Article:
Building a 3-D physical buck to evaluate a future production vehicle interior is virtually history at Ford Motor Co. now that designers and engineers are relying on near-reality.
Stepping inside the Immersive Virtual Review (iVR) lab at Ford's Product Development Center in Dearborn, MI, is akin to stepping out of the 20th century way of doing product development.
"The Ford Flex really was the last program to do a physical buck, which was done for verification. But since then, we really haven't done any physical bucks at all," said Eero Laansoo, Ford Flex Human Factors Engineer.
Evaluations of the 2009 Flex relied on the iVR lab's offerings, such as the CAVE (Cave Automated Virtual Environment), which uses advanced motion-tracking equipment and computer software to generate a 1:1 scale virtual vehicle interior or a virtual exterior.
Product development specialists used the CAVE to find the optimum location of the Flex's navigation screen as well as the vehicle's center stack. CAVE evaluations meant designers could experience potential ergonomic issues. "A small team of designers could see that a particular concept wasn't going to work exactly as it wanted it to work. It understood the problem and was able to go back and make changes," said Laansoo.
The iVR lab's Open Volume Station enables an engineer or a designer or a consumer—when outfitted with a special headset and gloves—to be immersed in a computer-generated vehicle environment. "You can actually get out of the [static] seat and walk around the vehicle and do various things, like look inside the trunk or open the hood. We're finding new uses for this [open volume] station all the time," said Daniel Orr, Ford Craftsmanship Digital Build Mechanic and Virtual Reality Technician.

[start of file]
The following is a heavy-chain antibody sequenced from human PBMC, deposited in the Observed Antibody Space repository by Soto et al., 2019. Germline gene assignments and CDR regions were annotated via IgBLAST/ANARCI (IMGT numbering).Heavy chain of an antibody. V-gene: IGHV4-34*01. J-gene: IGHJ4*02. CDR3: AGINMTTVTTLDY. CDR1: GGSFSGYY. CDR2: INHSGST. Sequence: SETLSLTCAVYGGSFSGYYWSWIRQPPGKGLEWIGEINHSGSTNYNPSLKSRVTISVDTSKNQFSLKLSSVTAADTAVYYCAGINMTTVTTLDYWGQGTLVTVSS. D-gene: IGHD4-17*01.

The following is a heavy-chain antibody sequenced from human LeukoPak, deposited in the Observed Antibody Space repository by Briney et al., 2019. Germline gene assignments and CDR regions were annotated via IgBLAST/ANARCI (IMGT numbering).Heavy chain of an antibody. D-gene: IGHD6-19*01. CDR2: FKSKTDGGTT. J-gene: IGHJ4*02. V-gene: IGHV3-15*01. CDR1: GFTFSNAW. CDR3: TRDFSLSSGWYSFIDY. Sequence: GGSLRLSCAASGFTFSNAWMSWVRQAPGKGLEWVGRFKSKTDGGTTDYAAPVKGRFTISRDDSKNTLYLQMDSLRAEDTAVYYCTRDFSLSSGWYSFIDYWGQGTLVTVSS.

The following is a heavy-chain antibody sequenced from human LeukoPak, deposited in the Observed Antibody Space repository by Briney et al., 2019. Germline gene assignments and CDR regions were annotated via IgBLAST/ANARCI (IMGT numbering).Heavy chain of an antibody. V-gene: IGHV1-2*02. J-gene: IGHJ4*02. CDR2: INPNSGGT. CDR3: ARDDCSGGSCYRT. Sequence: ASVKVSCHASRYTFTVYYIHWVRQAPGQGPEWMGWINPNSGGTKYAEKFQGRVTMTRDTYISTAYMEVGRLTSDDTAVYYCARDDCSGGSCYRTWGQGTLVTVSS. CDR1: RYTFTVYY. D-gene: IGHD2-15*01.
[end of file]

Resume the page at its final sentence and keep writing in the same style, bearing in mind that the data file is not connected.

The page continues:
Changes can occur quickly inside the lab's Programmable Vehicle Model (PVM), an adjustable physical device that can assume the dimensions of any full-size vehicle so that its occupant—when fitted with special headgear and gloves—can evaluate a slew of human-machine factors as well as blind spots and reflections. Ford is the first automaker to mesh a PVM with motion-capture technology to create a virtual vehicle and an accompanying driving environment.
Designers, engineers, and supplier representatives recently studied different instrument clusters via the PVM station. "They were able to do a series of evaluations in a two-day time span. Before with the physical buck, the time and cost needed to make all the changes would have been significant. It's just so much more compact to do it virtually," said Elizabeth Baron, Technical Specialist in Virtual Reality and Advanced Visualization for Ford Product Development.
Digital tools help Ford designers, engineers, and other stakeholders make decisions with confidence. "If engineering and design and marketing is confident that we've made the right decisions with this (suite of virtual reality) tools, you can't even put a number to the time and money saved. I would never consider going back to building (physical) bucks," said Patrick Schiavone, Design Director for Ford North America Truck and SUV.